The Way Out Through State and Local Aid: Bipartisan group of economists breaks down why local governments need aid now

If a bipartisan group of the nation’s top economists were trapped in an elevator with Republican members of Congress, what would they tell them about the need for state and local aid?

Towns across the country are already hemorrhaging red ink, and substantial federal aid is needed now in order to derail the worsening economic shock brought on by the pandemic.

That was the consensus among economists the Economic Policy Institute brought together recently to discuss the urgent need for state and local aid.

The panel included:

  • Gbenga Ajilore, Senior Economist, Center for American Progress
  • Glenn Hubbard, Dean Emeritus and Russell L. Carson Professor of Finance and Economics, Columbia University
  • Jason Furman, Professor of the Practice of Economic Policy, Harvard Kennedy School and Harvard University Economics Department
  • Josh Bivens, Director of Research, Economic Policy Institute
  • Mark Zandi, Chief Economist, Moody’s Analytics

Heather Long, Economics Correspondent at the Washington Post, was the moderator and she asked each economist: “If you had 30 seconds in an elevator with a Republican lawmaker to try to convince them why we need state and local aid now, what would you say?”

Here’s what they said.

Gbenga Ajilore’s elevator pitch: “I’m going to start with a meme. I’m going to say that the best time to pass state and local aid was three months ago, when we saw millions of jobs being lost. The second-best time is right now. And the reason why is that there was $150 billion given to states, $30 billion given to localities, in the CARES Act, but a lot of that was restricted.

“And the other thing was that rural areas were left out of it. The $30 billion only went to places that have 500,000 people or more. And so for rural areas, we need state and local aid now so that they get the money, especially given what’s coming up in the fall between schools and further cases.”

How important is it to specify what the aid would be used for?

Glenn Hubbard’s elevator pitch: “I actually do spend time with Republican lawmakers, not on an elevator anymore, but on Zoom, about this issue, and I make three points. One, we should have learned from the Great Recession, from the financial crisis, the very large cost of failing to come through enough for state and local governments.

“Second is about payroll. There’s recent research suggesting that every dollar of additional state aid would support at least $0.30 more payroll from state and local workers, including essential workers.

“And the third is, [in order] to get from here to there—meaning to where the economy is going to be after the pandemic—we need to focus on education and training, and a lot of that is done in public universities and community colleges. This is not the time to be cutting support for those organizations. All in, I think support of at least $500 billion in a block grant is needed.”

What if significant aid for states and local governments doesn’t materialize?

Jason Furman’s elevator pitch: “So I would just say listen to Glenn. That’s two seconds. For every dollar we spend on state and local assistance, it adds probably $1.70 to the size of the overall economy. There’s nothing that economists have studied better and more carefully when it comes to fiscal policy multipliers, probably, than state and local assistance.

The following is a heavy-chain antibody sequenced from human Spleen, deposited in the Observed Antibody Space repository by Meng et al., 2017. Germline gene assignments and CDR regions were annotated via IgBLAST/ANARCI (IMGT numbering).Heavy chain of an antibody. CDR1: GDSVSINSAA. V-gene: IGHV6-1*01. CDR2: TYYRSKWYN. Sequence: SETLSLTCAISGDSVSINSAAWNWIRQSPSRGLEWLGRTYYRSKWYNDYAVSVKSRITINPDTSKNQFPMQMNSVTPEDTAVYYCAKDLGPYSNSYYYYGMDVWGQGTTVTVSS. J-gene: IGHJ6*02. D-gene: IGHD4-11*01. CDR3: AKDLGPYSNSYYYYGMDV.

“And finally, if we want to have an economy, we need to have the best shot at doing the best we can with schools. That’s going to cost money. You don’t spend that money, you don’t have kids in school, you don’t have parents working, you don’t have any of the things that all of us want to have economically and otherwise.”

Should there be restrictions on how the aid is used?

Josh Bivens’ elevator pitch: “We should learn the lesson of what happened after the Great Recession, when state and local governments—once the Recovery Act aid to states ran out—their spending became a tremendous drag on growth, made that recovery take far longer than it should have.

“If you look at the second quarter of this year, sales taxes for state and local governments fell at a 16% annualized rate. We’ve probably seen Medicaid enrollments rise by about five million between February and July. The budget crunch is already happening for state and local governments. They’re making plans for next year about what they’re going to do with their budgets. We should give them aid so part of those plans are not just cutting everything in sight in order to make their budgets balance.”

Why are states facing this crisis, and how much in aid is needed?

Mark Zandi’s elevator pitch: “So after that, I think everyone should be convinced in that elevator. Clearly, the economy is struggling. We have double-digit unemployment. We’re still down 13 million jobs from the pre-pandemic peak. State and local governments are hemorrhaging red ink, and it’s coast to coast, it’s politically ecumenical. Every state, municipality, is struggling and responding by slashing payrolls. We’re down 1.3 million state and local government jobs since February, slashing programs.

“There’s no more effective way to help the economy and to help these states and support these jobs than providing federal government aid to state and local governments. And this is not anything that’s unusual. This is tried and true economic support. This is what we do every time we get into a recession, particularly in one like this one, and it’s pretty much a slam dunk, pretty straightforward kind of economic policy.”

How much aid is needed?